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Arizona Education Leaders Adopt New History, Science Standards
The Arizona State Board of Education voted 6-4 on Monday to adopt science, social studies and history standards developed in a multi-year process by educators and parents in the state.
The standards include references to evolution. Educators and advocates spoke out after the word was removed from parts of the standards and a creationist was appointed to the standards committee.
Outgoing Arizona Superintendent Diane Douglas was among the no votes. The board rejected her recommendation to replace Arizona’s standards with those created by Hillsdale College, a private university in Michigan.
She called the work of Arizona educators and the department she oversees “vague and incomplete at best, indoctrination at worst.”
Douglas’ motion to adopt the Hillsdale standards did not receive a single vote from the board and failed.
Board members Jill Broussard, Jared Taylor, Patricia Welborn joined Douglas in voting no on adopting the standards. Rita Cheng left the meeting before the vote was taken.
What Are The Standards? How Are They Changing?
Standards outline what a student should know by the end of each school year. It’s up to districts, schools and teachers to determine how students should learn those lessons.
The last time the state updated the history and social studies standards was in 2005. The science standards were last updated in 2004.
Tammy Waller is the director of K-12 social studies at the Arizona Department of Education and explained to the the board how the new standards go beyond learning facts.
“You still have the facts, then you build to look at a larger picture,” Waller said. “Students can explore complex questions that show why history is relevant to them.”
For example, in addition to learning “In 1492, Columbus sailed the ocean blue."
Students might discuss and begin to understand questions such as:
“How did the voyages of Columbus and other explorers impact the lives of the native peoples in the Americas?”
“How did his voyages link the world through globalization?”
“What technological advances did his voyages spur?”
The standards have less specificity in some areas with the intention that teachers, schools and districts will select specific lessons that are most meaningful or effective for students.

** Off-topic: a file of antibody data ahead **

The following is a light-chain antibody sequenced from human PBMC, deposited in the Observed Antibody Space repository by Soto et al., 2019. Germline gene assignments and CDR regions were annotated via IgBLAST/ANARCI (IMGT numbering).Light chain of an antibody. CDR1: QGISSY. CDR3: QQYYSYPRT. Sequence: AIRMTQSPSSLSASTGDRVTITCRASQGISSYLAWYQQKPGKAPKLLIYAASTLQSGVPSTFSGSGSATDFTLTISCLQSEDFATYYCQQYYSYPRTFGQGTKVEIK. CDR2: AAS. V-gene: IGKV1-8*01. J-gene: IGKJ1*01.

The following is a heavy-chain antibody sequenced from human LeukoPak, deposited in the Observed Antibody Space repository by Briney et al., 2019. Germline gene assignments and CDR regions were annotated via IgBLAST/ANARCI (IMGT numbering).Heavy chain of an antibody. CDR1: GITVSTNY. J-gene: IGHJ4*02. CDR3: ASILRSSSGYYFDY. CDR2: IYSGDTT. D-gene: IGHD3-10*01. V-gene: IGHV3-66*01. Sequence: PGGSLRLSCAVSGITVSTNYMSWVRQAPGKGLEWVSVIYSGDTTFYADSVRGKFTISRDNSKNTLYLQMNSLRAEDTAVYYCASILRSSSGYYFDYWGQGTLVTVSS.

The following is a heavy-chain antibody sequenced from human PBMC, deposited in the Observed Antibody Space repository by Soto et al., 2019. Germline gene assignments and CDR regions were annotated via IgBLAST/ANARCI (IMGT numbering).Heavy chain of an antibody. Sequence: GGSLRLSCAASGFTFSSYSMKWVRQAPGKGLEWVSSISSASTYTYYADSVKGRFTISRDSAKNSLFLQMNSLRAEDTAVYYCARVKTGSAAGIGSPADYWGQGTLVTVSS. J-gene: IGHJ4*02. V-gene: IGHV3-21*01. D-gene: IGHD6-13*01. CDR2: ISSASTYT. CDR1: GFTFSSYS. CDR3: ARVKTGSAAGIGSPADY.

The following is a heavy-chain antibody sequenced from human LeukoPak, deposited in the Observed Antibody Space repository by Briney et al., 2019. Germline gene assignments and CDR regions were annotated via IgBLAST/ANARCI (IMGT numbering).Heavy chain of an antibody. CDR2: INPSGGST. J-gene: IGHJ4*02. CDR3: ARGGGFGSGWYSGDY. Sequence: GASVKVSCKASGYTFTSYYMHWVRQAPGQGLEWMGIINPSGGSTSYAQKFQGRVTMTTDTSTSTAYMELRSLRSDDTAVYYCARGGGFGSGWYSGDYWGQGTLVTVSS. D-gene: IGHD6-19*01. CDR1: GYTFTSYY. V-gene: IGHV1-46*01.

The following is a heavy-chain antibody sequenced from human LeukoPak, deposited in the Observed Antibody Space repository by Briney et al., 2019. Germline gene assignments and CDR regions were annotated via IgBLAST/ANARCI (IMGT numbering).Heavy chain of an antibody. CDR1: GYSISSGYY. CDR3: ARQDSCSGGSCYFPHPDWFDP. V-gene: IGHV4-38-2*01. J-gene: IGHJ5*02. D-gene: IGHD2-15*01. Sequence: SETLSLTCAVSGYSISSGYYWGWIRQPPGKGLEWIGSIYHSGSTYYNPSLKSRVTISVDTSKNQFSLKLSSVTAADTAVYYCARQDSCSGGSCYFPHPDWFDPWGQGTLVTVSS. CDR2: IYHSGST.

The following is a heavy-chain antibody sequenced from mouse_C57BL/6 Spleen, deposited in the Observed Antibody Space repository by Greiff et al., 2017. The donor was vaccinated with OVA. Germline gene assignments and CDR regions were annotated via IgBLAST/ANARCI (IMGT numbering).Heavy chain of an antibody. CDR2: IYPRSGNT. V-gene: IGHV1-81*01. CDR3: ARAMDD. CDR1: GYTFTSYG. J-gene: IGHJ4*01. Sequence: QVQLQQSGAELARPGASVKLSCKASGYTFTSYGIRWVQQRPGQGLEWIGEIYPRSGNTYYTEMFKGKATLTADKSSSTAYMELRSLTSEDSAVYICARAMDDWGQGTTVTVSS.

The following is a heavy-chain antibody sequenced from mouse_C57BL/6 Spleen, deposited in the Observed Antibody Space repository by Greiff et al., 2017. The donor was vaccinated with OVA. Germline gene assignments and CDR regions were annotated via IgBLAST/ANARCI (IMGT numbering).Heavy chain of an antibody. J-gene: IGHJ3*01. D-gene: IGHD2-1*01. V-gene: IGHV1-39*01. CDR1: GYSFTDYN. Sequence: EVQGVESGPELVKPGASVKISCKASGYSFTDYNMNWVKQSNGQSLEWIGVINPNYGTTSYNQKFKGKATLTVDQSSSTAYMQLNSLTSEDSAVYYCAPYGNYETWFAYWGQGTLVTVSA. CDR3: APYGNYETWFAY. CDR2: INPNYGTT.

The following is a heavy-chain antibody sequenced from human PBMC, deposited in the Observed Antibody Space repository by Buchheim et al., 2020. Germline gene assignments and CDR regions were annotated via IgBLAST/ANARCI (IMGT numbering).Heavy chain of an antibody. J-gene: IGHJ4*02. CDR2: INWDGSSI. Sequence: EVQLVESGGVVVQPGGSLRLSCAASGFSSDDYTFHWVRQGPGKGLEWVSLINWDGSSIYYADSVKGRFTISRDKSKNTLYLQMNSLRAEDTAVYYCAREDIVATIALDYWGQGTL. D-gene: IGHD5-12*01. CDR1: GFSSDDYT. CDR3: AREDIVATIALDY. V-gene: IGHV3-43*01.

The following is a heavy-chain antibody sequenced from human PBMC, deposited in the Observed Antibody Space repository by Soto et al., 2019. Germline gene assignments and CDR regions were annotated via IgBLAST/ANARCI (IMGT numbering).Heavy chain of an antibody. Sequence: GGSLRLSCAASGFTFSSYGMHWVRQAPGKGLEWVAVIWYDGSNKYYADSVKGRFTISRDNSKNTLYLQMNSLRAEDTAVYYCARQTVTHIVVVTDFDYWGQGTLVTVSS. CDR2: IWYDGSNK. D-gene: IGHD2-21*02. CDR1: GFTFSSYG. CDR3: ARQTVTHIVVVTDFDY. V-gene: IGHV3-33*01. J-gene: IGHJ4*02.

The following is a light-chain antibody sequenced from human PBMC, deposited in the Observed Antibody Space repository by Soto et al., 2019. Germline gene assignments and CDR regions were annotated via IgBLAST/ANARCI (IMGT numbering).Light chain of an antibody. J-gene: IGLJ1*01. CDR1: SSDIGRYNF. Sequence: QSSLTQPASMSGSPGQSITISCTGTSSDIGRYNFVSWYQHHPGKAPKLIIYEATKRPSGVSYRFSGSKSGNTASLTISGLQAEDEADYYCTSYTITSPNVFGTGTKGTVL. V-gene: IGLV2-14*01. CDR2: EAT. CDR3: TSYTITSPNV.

Third grade teachers will now have the responsibility of teaching their students a comprehensive Arizona history lesson, formerly a unit assigned in the fourth grade.
One addition supported by by several people who spoke in public comment was the inclusion of Sikhism as a world religion.
Sikhism is a monotheistic religion born in India about 500 years ago.
“How can people learn about who we are if we’re ignored in the classroom?” asked Chiraag Singh Sachdev, a freshman at Brophy College Preparatory, a private Catholic school in Phoenix.
“As fellow citizens, I believe it’s our duty to learn about each other so that we’re not ignorant to one another’s beliefs,” Sachdev said.
Students Will Learn ‘What The Scientists Would Do’
The science standards outline everything students should learn from weather in kindergarten to cellular division in high school.
There were 110 educators and community members who created the standards and technical reviewers with advanced degrees reviewed them.
The standards are designed to encourage students to ask questions, investigate, explain and communicate information.
“What the scientists would do, what an engineer would do, that’s what we want our students learning and doing in the classroom,” said Sarah Sleasman, director of K-12 science and STEM.
The Arizona Science Teachers Association previously requested the board modify how the standards refer to evolution.
“The recommendations ... protect teachers of science from being put in the position of teaching non-scientific ideas”, said Sara Torres, executive director of the Arizona Science Teachers Association.
The standards are scheduled to be fully implemented by March 2020.